Airborne Profiling

Applications for airborne UWB radars fall into two technology categories, - those using UWB images (UWB Synthetic Aperture Radar) and those using profiles. The imaging (SAR) applications use the UWB radar's ability to cover large areas per flight hour, (typically 200-400 sq. km /hour). However, the depth of penetration is currently limited by surface clutter which competes with the subsurface image rather like a double exposed photograph. In the case of airborne profiling however, the beam is pointed directly below the aircraft, and the resultant data looks very much like ground-based GPR except that the spot size is larger. In this case, the radar is limited by absorption, and can achieve penetration down to 10m or more depending on soil conductivity. The airborne method was first developed for ice and snow measurementsand was used to great effect in measuring ice thickness on the great Lakes in an effort to extend the Seaway shipping season. Dr. Vickers received an Industrial Research, IR-100 award in recognition of this work. Later, while Dr Vickers was at SRI International, the method was adapted to forest penetration in a program for the World Bank to map ground characteristics beneath tropical forest canopy. With the radar being flown in closely spaced parallel survey lines, the data could be assembled in a computer to give a Digital Elevation Modal (DEM) of the landform despite the surface being completely invisible, as shown below.



The technology can be used for

  • Search for shallow tunnels (less than 30ft)
  • Cavity and bunker detection
  • Profiling through trees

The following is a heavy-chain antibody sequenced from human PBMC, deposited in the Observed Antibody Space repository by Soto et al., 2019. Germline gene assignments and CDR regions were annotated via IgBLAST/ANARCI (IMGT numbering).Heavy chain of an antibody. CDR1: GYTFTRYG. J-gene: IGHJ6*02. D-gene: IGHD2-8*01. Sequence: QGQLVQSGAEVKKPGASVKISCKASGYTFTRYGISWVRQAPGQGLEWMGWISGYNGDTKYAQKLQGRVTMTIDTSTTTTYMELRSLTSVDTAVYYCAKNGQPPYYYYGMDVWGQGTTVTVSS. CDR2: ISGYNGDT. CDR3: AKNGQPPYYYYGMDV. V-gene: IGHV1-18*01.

• Route selection in forest regions
  • Site selection planning for construction and pipeline projects
  • The flight envelope for imaging GPR is typically 6,000-10,000ft AGL and 150 kts groundspeed. With the evolution of fast data handling computers, higher flight speeds could be made possible. The radar equipment weighs approximately 450 pounds and requires 2 KW of electrical power. The equipment has been flown in turboprop aircraft such as the Beech Kingair -200 and the BAC Jetstream-31. It has also been flown in older reciprocating engined aircraft (Beech Queenair). The aircraft modifications can be minimal, since most of the external equipment can be housed in a baggage pod as shown in the figure below. The staff of IRC have designed and managed the construction and flight test of a number of such systems, which were used with success in mapping minefields, detecting illicit activity beneath forest cover, and other military applications.
    There are few such systems in the world at this time. The UK operates a very high resolution, named MINESEEKER, (10cm) system developed by the Government and mounted on an airship. In the US, the government operates one system with medium resolution (1m) built by SRI International, and a similar system built by Loral, both flying on a C-54 aircraft. . The Swedish government flies a very low resolution system (2.5m), named CARABAS. There are no other systems currently available for operational use, nor are there any systems at present that can be flown on fast moving aircraft.








    Radar Profiling Aircraft